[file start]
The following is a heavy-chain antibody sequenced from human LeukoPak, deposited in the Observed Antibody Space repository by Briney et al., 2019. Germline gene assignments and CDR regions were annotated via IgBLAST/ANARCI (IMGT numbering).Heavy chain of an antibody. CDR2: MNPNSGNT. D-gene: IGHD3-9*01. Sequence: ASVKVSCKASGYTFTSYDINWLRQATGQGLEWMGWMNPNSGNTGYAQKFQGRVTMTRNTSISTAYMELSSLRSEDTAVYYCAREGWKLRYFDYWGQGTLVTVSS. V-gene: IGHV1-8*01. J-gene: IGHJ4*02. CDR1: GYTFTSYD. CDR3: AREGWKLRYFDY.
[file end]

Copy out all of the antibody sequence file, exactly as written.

The following is a heavy-chain antibody sequenced from human LeukoPak, deposited in the Observed Antibody Space repository by Briney et al., 2019. Germline gene assignments and CDR regions were annotated via IgBLAST/ANARCI (IMGT numbering).Heavy chain of an antibody. CDR2: MNPNSGNT. D-gene: IGHD3-9*01. Sequence: ASVKVSCKASGYTFTSYDINWLRQATGQGLEWMGWMNPNSGNTGYAQKFQGRVTMTRNTSISTAYMELSSLRSEDTAVYYCAREGWKLRYFDYWGQGTLVTVSS. V-gene: IGHV1-8*01. J-gene: IGHJ4*02. CDR1: GYTFTSYD. CDR3: AREGWKLRYFDY.